by Rachel Hiser Remmes

This week’s Medieval Materiality post focuses on the writings of a German Benedictine monk from the twelfth century. Although his actual name is unknown, as he wrote under the pseudonym Theophilus, his work De Diversis Artibus (The Various Arts) has garnered incredible fame for this medieval author, especially from scholars of medieval art. Despite the fact that the text and its author originated in Germany, attention to painterly details in medieval Italian frescoes reveal that the artistic practices which Theophilus codified were familiar to medieval artists from different geographical areas. Theophilus’ work is significant because it gives greater agency to the more minute actions taken by medieval painters, the significance of whose activities are often ignored because their names are unknown. Such expressive actions, as simple as the care given to the highlights on a figure’s face, not only provide opportunities to study the elusive and seemingly invisible “medieval artist” but also heighten the contemporary viewer’s appreciation of the care given to the manipulation and control of various media used throughout the medieval era.

What follows is a section from C.R. Dodwell’s 1961 translation of De Diversis Artibus, wherein Theophilus educates the reader – or artist – on the processes one must take to apply “The First Highlight.” Images and details of frescoes from three Italian programs are provided for you to compare against Theophilus’ dictation.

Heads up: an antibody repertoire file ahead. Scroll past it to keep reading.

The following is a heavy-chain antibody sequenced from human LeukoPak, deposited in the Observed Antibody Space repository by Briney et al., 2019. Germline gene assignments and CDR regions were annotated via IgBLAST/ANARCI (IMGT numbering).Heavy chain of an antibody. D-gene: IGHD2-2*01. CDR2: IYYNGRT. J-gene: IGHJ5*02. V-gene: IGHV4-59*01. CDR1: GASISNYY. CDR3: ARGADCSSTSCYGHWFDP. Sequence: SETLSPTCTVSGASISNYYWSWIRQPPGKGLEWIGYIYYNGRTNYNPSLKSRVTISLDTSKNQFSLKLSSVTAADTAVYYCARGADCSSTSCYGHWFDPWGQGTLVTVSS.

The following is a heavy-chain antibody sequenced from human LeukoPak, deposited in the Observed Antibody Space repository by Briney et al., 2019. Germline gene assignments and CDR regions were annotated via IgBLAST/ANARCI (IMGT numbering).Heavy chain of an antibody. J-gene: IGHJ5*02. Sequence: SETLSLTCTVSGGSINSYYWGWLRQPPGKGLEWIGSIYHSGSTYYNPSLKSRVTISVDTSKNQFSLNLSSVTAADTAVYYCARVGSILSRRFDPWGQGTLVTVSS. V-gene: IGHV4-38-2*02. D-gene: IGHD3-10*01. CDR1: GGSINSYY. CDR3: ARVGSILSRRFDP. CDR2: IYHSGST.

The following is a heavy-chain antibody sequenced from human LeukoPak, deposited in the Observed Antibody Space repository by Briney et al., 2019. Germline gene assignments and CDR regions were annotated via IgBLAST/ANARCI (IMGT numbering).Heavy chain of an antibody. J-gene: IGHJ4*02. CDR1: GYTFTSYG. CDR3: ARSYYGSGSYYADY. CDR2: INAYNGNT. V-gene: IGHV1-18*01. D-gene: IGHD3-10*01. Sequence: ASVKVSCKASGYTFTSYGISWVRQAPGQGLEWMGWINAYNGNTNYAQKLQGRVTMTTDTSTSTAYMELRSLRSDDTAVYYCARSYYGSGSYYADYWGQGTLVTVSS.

“After this, with the plain flesh colour mix ground flake-white and prepare the colour which is called the highlight. With this you will paint the eyebrows, the length of the nose, on each side above the openings of the nostrils, the fine lines around the eyes, below the temples, above the chin, near the nostrils, and on each side of the mouth, the upper forehead, between the wrinkles of the forehead – sparingly, the neck in the middle, around the ears, around the relief of the hands and feet and the centre of the highest relief of the hands, feet and arms.”

Further Reading:

Theophilus. De Diversis Artibus. C.R. Dodwell, trans. (New York: Thomas Nelson and Sons Ltd, 1961).

Gearhart, Heidi C. Theophilus and the Theory and Practice of Medieval Art. (University Park, Pennsylvania: The Pennsylvania State University Press, 2017).

Detail, Giotto, Massacre of the Innocents, Arena Chapel, Padua, Italy 1303-05, fresco.

Giotto, Massacre of the Innocents, Arena Chapel, Padua, Italy 1303-05, fresco.

Annunciation Fragment, Santa Maria Antiqua, Rome, Italy, 8th century, fresco.

Detail, Pietro Cavallini, St. James the Greater in The Last Judgement, Basilica di Santa Cecilia in Trastevere, Rome, Italy, 1293, fresco.

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